Banned substance taken by Blue Jays prospect Marcus Stroman cause for concern

Blue Jays pitching prospect Marcus Stroman is the most recent in a disturbingly long string of professional and amateur athletes whose careers have been unhinged by methylhexaneamine, a potentially dangerous stimulant found in over-the-counter dietary supplements.

Stroman, a 21-year-old out of Duke University, selected 22nd overall by Toronto in the June amateur draft, was suspended 50 games by Major League Baseball on Wednesday after it came to light that he had tested positive for the stimulant, one of 56 banned under MLB’s Joint Drug Prevention and Treatment Program.

Naive athletes such as Stroman, encompassing nearly every sport imaginable, from tennis to hurdling, are the unfortunate patsies in the unconscionably convoluted cat-and-mouse game being played between government health and drug agencies and supplement manufacturers, layered thicker than a Spanish onion.

Only an obtuse observer would claim that banned athletes share no culpability for their actions, but as performance trainers such as Matt Nichol know all too well, the athletes are also scapegoats, in too many instances uninformed of how scarily unregulated the supplement and nutrition product industry truly is.

“At the end of the day, you are ultimately responsible for what goes into your body,” said Nichol, a former strength and conditioning coach for the Toronto Maple Leafs, a reputable trainer of professional athletes and the chief product formulator and co-founder of BioSteel sports supplement.

“But, as I felt working for seven years with a National Hockey League team, I didn’t think it was good enough, I thought it was a cop out, to just say the guys have to police themselves. It’s not men’s league hockey. There’s millions of dollars at stake. There are careers at stake. You’re one injury away, or one bad shift away from being sent down to the minors or losing your job.

“Guys are looking for an edge.”

And in search of that edge, athletes ignorantly turn to those around them for advice, in the end ingesting largely unregulated products that claim to enhance workouts or burn fat. If only they had decided to harness the plethora of readily available resources, suspensions and unnecessary health risks could easily be avoided.

But athletes are human. They trust. They assume. They ignore.

Methylhexaneamine is more commonly known as DMAA, but is often labelled under other pseudonyms such as 1,3-dimethylpentylamine or Geranamine. In some supplements, it may not be listed at all.

It is the latest eyebrow-raising performance enhancer to go mainstream, following in the footsteps of ephedra and androstenedione (andro), both banned by the United States Food and Drug Administration (FDA) in 2004.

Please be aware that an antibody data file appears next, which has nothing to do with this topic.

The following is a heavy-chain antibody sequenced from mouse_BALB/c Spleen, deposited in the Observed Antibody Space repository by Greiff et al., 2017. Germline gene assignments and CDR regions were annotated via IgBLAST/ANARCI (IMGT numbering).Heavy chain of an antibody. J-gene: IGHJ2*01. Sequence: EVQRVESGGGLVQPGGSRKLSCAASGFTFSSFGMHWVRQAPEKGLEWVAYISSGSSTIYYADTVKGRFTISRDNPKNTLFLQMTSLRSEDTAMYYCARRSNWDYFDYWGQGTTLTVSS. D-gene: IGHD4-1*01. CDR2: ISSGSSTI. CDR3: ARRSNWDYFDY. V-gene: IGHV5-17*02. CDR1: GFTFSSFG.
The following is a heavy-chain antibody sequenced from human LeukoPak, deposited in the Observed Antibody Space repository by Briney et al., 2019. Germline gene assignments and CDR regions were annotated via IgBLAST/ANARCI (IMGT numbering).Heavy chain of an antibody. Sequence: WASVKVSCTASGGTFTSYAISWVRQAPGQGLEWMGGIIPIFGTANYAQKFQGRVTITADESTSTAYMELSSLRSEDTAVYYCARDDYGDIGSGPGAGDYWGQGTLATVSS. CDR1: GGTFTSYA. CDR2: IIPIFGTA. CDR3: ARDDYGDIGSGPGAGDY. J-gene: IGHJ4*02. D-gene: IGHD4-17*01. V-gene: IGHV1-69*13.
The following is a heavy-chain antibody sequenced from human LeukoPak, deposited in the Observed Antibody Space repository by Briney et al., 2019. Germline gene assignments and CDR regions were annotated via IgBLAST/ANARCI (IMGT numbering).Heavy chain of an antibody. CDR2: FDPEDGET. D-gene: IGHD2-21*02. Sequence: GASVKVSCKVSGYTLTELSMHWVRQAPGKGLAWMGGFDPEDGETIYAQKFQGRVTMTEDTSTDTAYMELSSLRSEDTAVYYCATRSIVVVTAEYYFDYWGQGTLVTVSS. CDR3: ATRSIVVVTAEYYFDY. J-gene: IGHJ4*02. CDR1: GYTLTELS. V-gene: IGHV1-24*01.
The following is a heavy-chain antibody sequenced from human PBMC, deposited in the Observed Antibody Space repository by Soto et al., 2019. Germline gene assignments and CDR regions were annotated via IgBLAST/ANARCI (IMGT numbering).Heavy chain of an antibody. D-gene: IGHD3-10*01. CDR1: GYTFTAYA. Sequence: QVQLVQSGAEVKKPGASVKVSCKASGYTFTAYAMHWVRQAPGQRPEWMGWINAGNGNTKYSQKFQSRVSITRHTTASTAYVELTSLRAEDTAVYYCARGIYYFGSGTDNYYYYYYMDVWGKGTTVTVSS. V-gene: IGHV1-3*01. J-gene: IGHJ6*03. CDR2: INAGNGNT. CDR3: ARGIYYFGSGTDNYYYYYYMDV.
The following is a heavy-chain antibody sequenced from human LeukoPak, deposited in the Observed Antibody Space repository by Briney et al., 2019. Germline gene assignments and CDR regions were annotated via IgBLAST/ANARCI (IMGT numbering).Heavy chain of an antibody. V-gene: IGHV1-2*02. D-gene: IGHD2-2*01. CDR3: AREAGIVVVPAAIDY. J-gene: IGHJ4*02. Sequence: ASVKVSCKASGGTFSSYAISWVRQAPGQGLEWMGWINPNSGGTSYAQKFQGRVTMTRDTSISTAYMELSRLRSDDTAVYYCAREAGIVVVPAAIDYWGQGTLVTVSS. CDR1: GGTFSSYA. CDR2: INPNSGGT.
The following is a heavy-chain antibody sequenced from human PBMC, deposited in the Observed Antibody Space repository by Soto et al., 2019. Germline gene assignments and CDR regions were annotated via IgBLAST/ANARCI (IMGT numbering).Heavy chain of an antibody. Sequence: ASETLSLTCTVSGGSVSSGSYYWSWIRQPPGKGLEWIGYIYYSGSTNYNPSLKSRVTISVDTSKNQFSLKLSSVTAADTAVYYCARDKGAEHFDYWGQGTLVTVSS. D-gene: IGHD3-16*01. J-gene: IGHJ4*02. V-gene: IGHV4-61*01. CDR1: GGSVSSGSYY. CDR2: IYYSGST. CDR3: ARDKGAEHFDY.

In 2003, attorneys claimed that ephedra, also a stimulant, played a large part in the death of Korey Stringer, a Minnesota Vikings lineman who succumbed to heatstroke during the team’s 2001 training camp. Andro, a steroid precursor, was the drug of choice for Mark McGwire when the former St. Louis Cardinals slugger broke Roger Maris’ single-season home run record in 1998.

The ingestion of DMAA by drug-tested athletes is rampant. Former world boxing champion Enzo Maccarinelli received a six-month ban after a positive test in July; junior hockey player Daniel Broussard of the Ottawa 67’s was handed an eight-game leave by the Canadian Hockey League in January; and female hurdler Ghfran Almouhamad of Syria was booted from the recent London Olympics after a positive test result.

In October 2010, nine Australian athletes tested positive for the stimulant, the same month that Nigerian 100-metre runner Osayemi Oludamola was stripped of her Commonwealth Games gold medal after DMAA was detected in her voluntary sample. Eleven Indian athletes in various sports were also caught before those Games, which were held in Delhi.

According to Dr. Don Catlin, founder of the UCLA Olympic Analytical Laboratory in 1982 and of the non-profit organization Anti-Doping Research, Inc., in 2005, these reports only begin to scratch the surface.

“It was the drug that caused that most positives in WADA’s system two years ago,” Dr. Catlin said of the World Anti-Doping Agency. “It started low, maybe 30 a year, then it was 50, then a couple hundred a year. That tells you something is really going on with that drug.”

In June, The Chicago Tribune, citing the Nutrition Business Journal, reported more than $100-million in sales of DMAA-instilled supplements in the U.S. for the year 2011.

DMAA’s roots reach back to the 1940s, when it was patented as pharmaceutical product for nasal decongestion by Eli Lilly and Company. But, by the early ’70s it had gone dormant. Then suddenly, in 2004, the infamous chemist Patrick Arnold reintroduced the stimulant to the market, this time as a supplement-based product.

Soon after, supplements listing DMAA as an ingredient — by one name or another — became regular fixtures at thousands of retail health stores across the globe.

Arnold was responsible for developing previously undetectable steroids such as “the clear,” the anabolic steroid that eventually led U.S. federal agents to unearth the illegal drug-distribution ring at the Bay Area Laboratory Co-Operative (BALCO) in 2003. Arnold was sentenced to three months in prison for his role in the scandal.


Arnold’s ability to bring DMAA to the market with ease, and how it remarkably flourished quickly thereafter, shows both how lax government restrictions are on dietary supplements, and the power of the industry’s lobbyists.

There is a loophole, known officially and, by its opponents, derisively, as the FDA’s Dietary Supplement Health and Education Act of 1994. Essentially, any dietary supplement can be legally sold to consumers, and does not require pre-market approval, as long as its producers can show it was derived from a naturally occurring substance, and was sold prior to Oct. 15, 1994.